When Pamela Uba was crowned Miss Ireland in September headlines both here and around the world heralded her historic victory. ‘Irish Beauty Pageant History Made’, read one, ‘Ireland’s first Black Miss Ireland’ read many more. And while Pamela’s victory is one to be celebrated there was one woman who was left feeling invisible by the headlines that she was reading and that her family was sending her.
Fionnghuala O’Reilly, whose dad is from Sutton in Dublin and her mother from San Francisco, was crowned Miss Universe Ireland in 2019. She was Ireland’s very first Black international pageant winner — something you may not know if you read recent headlines.
Fionnghuala is speaking to me on the eve of a month-long visit to Ireland, from her home in Washington DC,where she works both for NASA as a Datanaut and as one of the hosts of Mission Unstoppable, a TV science show on CBS. We’re having a difficult and emotional conversation.
“The reason why it is such a difficult conversation to have is because there are several layers that complicate this narrative. I wanted to talk about it publicly was because there are a lot of things here that need to be addressed. The way in which this story has spread is very problematic for a number of reasons. We are discussing pageantry and there are international fans of pageantry all over the world that follow reigning titleholders and their stories.
“For many people, the first time they are introduced to these women is through their titles. In 2019, I did become the first Black woman to represent Ireland at any international pageant. That was a roller coaster of an experience. There was a lot that went on, and I’ve spoken about it quite often and very openly. Because I was the first woman of colour to be able to represent Ireland in a way that we’ve never been able to have space for before in history, it wasn’t lost on me how important that moment would be, not just for me, but for all of us.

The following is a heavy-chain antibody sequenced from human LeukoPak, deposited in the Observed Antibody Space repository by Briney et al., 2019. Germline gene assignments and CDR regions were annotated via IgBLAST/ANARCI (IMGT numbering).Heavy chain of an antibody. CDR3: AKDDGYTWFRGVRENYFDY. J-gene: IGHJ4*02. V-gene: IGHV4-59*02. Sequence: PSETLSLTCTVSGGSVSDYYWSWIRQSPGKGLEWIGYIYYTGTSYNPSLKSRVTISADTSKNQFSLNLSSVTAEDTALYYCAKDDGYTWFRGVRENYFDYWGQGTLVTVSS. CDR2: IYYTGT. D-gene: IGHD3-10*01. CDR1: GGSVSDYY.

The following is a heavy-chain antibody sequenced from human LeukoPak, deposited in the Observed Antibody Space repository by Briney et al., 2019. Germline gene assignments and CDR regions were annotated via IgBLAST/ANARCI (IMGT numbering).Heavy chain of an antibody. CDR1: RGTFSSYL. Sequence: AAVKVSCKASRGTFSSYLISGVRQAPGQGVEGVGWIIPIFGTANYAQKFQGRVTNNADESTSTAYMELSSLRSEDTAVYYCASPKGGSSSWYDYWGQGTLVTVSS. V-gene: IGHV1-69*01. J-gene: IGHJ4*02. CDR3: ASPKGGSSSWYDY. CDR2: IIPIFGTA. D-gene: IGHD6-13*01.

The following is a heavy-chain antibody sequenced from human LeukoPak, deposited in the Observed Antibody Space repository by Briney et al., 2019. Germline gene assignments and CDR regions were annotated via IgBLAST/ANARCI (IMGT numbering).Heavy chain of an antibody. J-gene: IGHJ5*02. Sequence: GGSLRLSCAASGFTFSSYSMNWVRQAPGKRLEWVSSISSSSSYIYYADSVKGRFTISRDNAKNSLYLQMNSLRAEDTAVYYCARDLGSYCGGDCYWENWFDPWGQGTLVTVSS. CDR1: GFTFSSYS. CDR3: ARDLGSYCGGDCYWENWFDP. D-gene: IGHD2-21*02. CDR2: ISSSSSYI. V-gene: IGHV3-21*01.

“Some people may think, well, it’s just a pageant competition. What’s the importance of that? The importance is, that in the history of an international competition, where we have organisations that are built on the empowerment and uplifting of women around the world, a woman of colour has never been able to represent us in any form or capacity. We’re talking about yes, pageantry, but in an even larger arena. We’re talking about women of colour being represented in the media in our country. I realised as a reigning titleholder, that the international community has historically viewed Ireland as a very racially homogenous country.”
On the night of Pamela’s win, Fionnghuala immediately reached out to offer her congratulations, she was thrilled for the Mayo woman. But she woke up to a completely different feeling, one of invisibility.
“Well, firstly, I want to congratulate Pamela on her win publicly, which I also did the night that she was crowned. I saw the news of her win and I posted on social media about it. I tagged her in celebration because I’ve been waiting for a day like this since I won. I was excited to see that more stories are coming out. That is, in and of itself, a cause for celebration. I congratulated Pamela the night that she won, I went to sleep, and I woke up to watching what happened in the media unfold.
“In the last two weeks, I have just seen my story almost effectively erased in Ireland. I have also seen it throughout the world make international news. I’ve watched as my friends and family began to send me articles, one after the other, after the other, saying, ‘Fionnghuala, have you seen this?’ It was mind-boggling to see how people have also reacted on social media and in comments.”